professor in Vienna, whose Grundzüge der
Phonologie [Principles of phonology] made
important contributions to the notion of the
phoneme
– Prague school phonology succeed in placing the
notion of the phoneme in the centre of linguistic
theory, as one of the most fundamental units
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• Most famous representative was Roman
Jakobson (1896-1982)

– Did original research in a range of areas of
linguistics
– Jakobson emigrated to the USA in 1942, and
subsequently had a significant impact on the
development of phonological theory there
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• Began with J.R. Firth (1890-1960) who held the first chair in linguistics, in
the University of London, from 1944 to 1956.
• Firth lived for some time in India and studied its languages
• Brought a number of original and provocative perspectives to linguistics

– He established the London School of linguistics

• Questioned the assumption that speech can be divided into segments of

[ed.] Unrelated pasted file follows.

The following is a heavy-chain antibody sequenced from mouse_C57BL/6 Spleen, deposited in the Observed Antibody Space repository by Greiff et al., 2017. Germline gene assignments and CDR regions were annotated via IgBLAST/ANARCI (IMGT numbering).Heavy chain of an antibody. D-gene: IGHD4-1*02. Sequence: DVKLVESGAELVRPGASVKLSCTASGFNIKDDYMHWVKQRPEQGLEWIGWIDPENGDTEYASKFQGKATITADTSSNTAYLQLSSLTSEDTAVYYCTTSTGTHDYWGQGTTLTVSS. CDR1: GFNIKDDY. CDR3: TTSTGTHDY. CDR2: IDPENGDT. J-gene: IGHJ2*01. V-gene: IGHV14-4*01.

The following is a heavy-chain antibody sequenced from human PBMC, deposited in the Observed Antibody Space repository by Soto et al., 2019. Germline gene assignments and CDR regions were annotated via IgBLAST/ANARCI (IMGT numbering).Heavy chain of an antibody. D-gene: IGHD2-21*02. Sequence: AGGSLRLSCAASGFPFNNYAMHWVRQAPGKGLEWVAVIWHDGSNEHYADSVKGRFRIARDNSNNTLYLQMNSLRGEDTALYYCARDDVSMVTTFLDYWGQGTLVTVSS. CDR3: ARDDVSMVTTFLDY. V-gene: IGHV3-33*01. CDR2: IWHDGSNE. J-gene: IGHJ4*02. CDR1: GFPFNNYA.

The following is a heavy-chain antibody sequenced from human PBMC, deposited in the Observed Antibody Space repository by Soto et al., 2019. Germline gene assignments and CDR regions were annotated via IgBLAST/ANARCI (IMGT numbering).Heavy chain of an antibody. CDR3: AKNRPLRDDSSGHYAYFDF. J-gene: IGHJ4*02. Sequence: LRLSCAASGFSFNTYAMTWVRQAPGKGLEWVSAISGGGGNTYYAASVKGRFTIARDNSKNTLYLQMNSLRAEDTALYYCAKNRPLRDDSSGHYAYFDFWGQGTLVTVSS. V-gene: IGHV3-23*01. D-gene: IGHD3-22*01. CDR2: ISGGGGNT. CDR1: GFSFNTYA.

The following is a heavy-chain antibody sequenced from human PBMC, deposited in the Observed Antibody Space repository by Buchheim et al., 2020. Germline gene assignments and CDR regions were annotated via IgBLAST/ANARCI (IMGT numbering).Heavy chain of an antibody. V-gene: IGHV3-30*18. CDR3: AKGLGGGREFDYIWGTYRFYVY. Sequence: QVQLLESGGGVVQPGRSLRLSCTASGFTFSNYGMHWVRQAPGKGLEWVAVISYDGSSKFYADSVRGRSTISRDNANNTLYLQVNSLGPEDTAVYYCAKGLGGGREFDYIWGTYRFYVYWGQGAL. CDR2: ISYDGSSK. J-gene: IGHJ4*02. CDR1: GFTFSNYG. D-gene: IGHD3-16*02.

sound strung one after the other, regarding this as an artefact of alphabetic
scripts used by westerners

– His theory of prosodic analysis focussed on phonetic elements larger than individual
sounds, and anticipated some developments in phonology by half a century

• Firth was also deeply concerned with meaning

– Influenced by the Polish anthropologist Bronislaw Malinowski (1884-1942)
– Developed a contextual theory of meaning that accorded a crucial role to use in
context

• Meaning is use in context
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British structuralism
• One of his students, Michael A.K. Halliday (1925-)
elaborated Firth‘s ideas and developed them into a
coherent theory

– From the late 1950s, Halliday refined systemic
functional grammar;
– Halliday‘s ideas have attracted a much attention,
especially in applied linguistics
– The tradition he began is represented in Britain,
Australia, America, Spain, China, and Japan.

• Firth‘s ideas were developed in other ways as
well, including by other students, and their
students

– Firth‘s singular approach remains a source of
inspiration to many – including myself – and has